Signs of the Spirit: Critical Reflections on the Instrumentality of Workplace Spirituality
|Speaker:||Professor Peter Case, Professor Jonathan Gosling, Professor of Organization Studies, Bristol Business School, University of the West of England, Director of the Centre for Leadership Studies, and Head of Executive Education in the University of Exeter Business School.|
|Date:||Tuesday 5 February 2008|
|Location:||Conference Room 2, Xfi|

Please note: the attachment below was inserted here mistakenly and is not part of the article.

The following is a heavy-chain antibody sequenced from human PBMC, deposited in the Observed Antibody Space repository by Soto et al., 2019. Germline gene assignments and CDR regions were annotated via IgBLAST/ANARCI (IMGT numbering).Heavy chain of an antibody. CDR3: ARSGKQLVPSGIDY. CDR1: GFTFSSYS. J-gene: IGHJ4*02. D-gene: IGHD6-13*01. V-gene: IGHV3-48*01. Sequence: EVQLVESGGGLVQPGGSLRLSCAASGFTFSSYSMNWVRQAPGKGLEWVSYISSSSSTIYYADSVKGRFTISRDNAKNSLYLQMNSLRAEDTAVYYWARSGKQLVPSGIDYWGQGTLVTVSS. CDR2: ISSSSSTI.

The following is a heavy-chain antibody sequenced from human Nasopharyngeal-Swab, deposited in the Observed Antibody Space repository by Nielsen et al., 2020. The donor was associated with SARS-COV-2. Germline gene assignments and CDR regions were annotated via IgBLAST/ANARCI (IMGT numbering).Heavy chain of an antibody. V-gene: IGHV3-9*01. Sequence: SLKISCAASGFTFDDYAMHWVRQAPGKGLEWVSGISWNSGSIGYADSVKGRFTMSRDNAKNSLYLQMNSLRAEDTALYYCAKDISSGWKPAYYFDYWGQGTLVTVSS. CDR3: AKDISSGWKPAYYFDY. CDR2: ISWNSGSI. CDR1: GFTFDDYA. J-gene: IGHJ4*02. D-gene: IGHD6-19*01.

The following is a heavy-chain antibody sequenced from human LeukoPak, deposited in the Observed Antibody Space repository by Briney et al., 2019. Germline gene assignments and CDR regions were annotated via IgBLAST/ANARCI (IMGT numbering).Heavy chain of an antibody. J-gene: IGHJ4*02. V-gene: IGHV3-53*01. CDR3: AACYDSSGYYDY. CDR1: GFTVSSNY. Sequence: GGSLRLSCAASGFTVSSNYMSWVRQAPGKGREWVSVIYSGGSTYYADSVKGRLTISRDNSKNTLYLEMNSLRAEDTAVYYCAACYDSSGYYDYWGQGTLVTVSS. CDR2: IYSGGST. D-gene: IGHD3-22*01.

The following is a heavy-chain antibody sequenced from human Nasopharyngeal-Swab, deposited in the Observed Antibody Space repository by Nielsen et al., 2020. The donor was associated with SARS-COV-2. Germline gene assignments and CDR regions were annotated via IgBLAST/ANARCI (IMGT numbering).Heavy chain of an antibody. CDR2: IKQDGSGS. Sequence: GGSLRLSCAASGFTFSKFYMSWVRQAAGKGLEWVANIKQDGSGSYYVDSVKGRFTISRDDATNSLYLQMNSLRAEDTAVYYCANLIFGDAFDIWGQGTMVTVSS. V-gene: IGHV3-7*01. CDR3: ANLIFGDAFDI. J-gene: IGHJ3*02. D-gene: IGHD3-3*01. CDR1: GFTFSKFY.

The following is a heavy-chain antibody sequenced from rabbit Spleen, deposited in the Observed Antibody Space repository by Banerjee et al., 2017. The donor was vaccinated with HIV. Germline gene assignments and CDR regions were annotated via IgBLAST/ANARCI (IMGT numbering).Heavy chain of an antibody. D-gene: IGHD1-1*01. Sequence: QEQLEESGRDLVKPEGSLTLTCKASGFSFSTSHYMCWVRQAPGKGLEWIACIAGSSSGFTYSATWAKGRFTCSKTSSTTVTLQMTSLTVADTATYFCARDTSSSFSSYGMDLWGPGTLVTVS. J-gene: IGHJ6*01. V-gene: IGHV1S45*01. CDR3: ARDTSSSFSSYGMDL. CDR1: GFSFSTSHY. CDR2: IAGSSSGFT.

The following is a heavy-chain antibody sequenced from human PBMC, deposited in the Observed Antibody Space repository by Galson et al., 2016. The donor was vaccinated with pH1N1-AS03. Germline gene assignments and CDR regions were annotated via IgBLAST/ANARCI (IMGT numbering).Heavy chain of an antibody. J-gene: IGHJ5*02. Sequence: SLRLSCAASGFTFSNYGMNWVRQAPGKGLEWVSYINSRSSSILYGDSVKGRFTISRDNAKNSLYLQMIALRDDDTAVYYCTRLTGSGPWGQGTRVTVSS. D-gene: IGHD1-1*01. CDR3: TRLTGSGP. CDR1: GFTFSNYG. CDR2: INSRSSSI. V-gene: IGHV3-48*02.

To suggest that there has been a growing interest in workplace spirituality in recent years would be to court understatement. The relatively early stirrings of attention given to the subject in the 1990s (for example, Senge 1990, Management Education and Development 1992) has given way to a veritable flood of analysis, diagnosis and prescription on the part of organizational scholars, practitioners and popular management writers . Academic interest in the subject is following the corporate trend for workshops, seminars, culture change and corporate transformation programmes that are increasingly aimed at harnessing not only the mind and body of employees but also their spiritual essence or soul. Major companies, such as, Apple, Ford, GlaxoSmithKlyne, McDonalds, Nike, Shell Oil and the WorldBank are embracing this recent drive to secure competitive advantage through the appropriation of employee spirituality (see Casey 2002; Mitroff and Denton 1999a, 1999b). Several academic journals, such as Journal of Adult Development (2001, 2002), Journal of Management Inquiry (2005), Journal of Organizational Change Management (1999, 2003) and The Leadership Quarterly (2005), for example, have dedicated special issues to the theme of spirituality and there is also a new journal - The Journal of Management, Spirituality and Religion - launched in 2004, specifically tailored to what is rapidly emerging as a specialist subfield of organization and management studies. Similarly, the number of conferences and websites dedicated to workplace spirituality is proliferating. 1999 saw the creation of an Academy of Management special interest group entitled, ‘Management, Spirituality & Religion’ which has grown considerably and now enjoys a membership in excess of 700 . Indeed, ‘spirituality’ has even entered the heretofore relatively atheistic (or at least agnostic) confines of the European-based Critical Management Studies (CMS) community in the guise of streams within the biannual international conference. What are scholars and practitioners who are skeptical about these developments to make of the current state of affairs and what do we read from these extant ‘signs of the spirit’ for the future of workplace relations and practices?